The entire cohort had a 30-day all-cause mortality rate of 5.9% (n = 1,418 of 23,858). There was a significant trend toward decreased mortality during the study period for all study patients (Central Illustration, Table 2). After adjustment for temporal trends in patient characteristics around the time of PE diagnosis, overall mortality decreased from 6.6% from 2001 to 2005 to 4.9% from 2010 to 2013 (adjusted rate ratio per period: 0.84; 95% CI: 0.73 to 0.97; p = 0.02 for trend) (Tables 3 and 4). The temporal trends in mortality were similar according to diagnostic procedure (CT vs. V/Q scan) and age group (≥65 years vs. <65 years) (p > 0.10 for all interactions). For analyses restricted to the 110 hospitals (21,947 patients) that participated in the RIETE Registry for at least 5 years, the trends remained unchanged (Table 5). Only 778 of 23,858 (3.3%; 95% CI: 3.0% to 3.5%) patients with acute PE had hypotension. Among hypotensive patients, the 30-day all-cause mortality decreased from 15.4% in the first period of 2001 to 2005 to 13.4% in 2006 to 2009 and 12.1% in the last period of 2010 to 2013 (p = 0.30 for trend).
The entire cohort had a 7-day all-cause mortality rate of 2.6% (609 of 23,858 patients). Rates of 7-day all-cause mortality decreased over time, with a risk-adjusted rate of 2.9% in 2001 to 2005 and 1.9% in 2010 to 2013 (adjusted rate ratio per period: 0.81; 95% CI: 0.67 to 0.98; p = 0.03 for trend) (Table 3). Among hypotensive patients, the 7-day all-cause mortality decreased from 26 of 234 (11.1%) in 2001 to 2005 to 16 of 239 (6.7%) in 2010 to 2013 (p = 0.08 for trend).
After adjustment, 30-day PE-related mortality significantly decreased from 3.3% in 2001 to 2005 to 1.8% in 2010 to 2013 (adjusted rate ratio per period: 0.73; 95% CI: 0.60 to 0.89; p < 0.01 for trend), whereas 7-day PE-related mortality decreased from 2.2% in 2001 to 2005 to 1.1% in 2010 to 2013 (adjusted rate ratio per period: 0.72; 95% CI: 0.58 to 0.90; p < 0.01 for trend).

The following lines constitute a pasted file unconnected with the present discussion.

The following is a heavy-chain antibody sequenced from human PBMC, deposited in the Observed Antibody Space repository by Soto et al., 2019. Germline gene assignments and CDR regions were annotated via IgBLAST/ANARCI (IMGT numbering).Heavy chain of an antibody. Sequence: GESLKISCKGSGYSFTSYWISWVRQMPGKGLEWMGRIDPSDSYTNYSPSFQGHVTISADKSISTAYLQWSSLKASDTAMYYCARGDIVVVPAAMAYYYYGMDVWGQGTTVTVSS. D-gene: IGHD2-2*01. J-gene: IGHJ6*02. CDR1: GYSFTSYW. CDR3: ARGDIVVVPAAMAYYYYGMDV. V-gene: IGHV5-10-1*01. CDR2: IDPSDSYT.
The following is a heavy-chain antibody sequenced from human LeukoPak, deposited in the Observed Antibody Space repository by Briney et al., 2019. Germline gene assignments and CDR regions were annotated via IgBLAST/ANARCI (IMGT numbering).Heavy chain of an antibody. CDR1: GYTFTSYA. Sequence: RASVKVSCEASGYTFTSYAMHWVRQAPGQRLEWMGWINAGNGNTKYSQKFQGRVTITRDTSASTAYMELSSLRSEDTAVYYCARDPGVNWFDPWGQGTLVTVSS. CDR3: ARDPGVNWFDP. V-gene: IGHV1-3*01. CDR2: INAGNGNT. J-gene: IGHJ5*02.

Rates of nonfatal PE recurrence decreased over time, with a risk-adjusted rate of 1.1% in 2001 to 2005 and 0.6% in 2010 to 2013 (adjusted rate ratio per period: 0.72; 95% CI: 0.58 to 0.91; p < 0.01 for trend) (Table 3). Nonfatal major bleeding decreased over time (risk-adjusted rate: 4.0% in 2001 to 2005 and 3.1% in 2010 to 2013; adjusted rate ratio per year: 0.89; 95% CI: 0.77 to 1.03; p = 0.11 for trend). For 30-day fatal bleeding, data were too sparse to show trends (Table 2).
These data, from the largest multinational, observational cohort study of patients with an acute PE, demonstrated evidence of a recent temporal change in practice for both length of hospital stay and pharmacological and interventional treatments of acute PE. Decreases in the rates of short-term all-cause and PE-specific mortality accompanied these changes in practice. The risk status of patients at presentation with PE did not improve over the course of the present study, so it may be plausible that the changes in clinical outcomes were a consequence of changes in practice.
Few studies have addressed the temporal trends of various aspects related to the care and outcomes of patients with PE, such as duration of hospital stay, therapy, and all-cause and PE-related mortality (22,23). Previous studies have suggested that the length of stay and the case-fatality rate of PE have not changed over time (24–26). Alternatively, we found substantial improvements in the length of hospital stay, similar to other studies for patients admitted with cardiovascular diseases other than PE (e.g., heart failure) (27). Although some health systems have provided an incentive for shortening length of stay, the generalized use of anticoagulant agents (e.g., low-molecular-weight heparin) that combine greater convenience with similar or better efficacy and safety profiles compared with the previous standard approaches (e.g. unfractionated heparin) might explain this finding.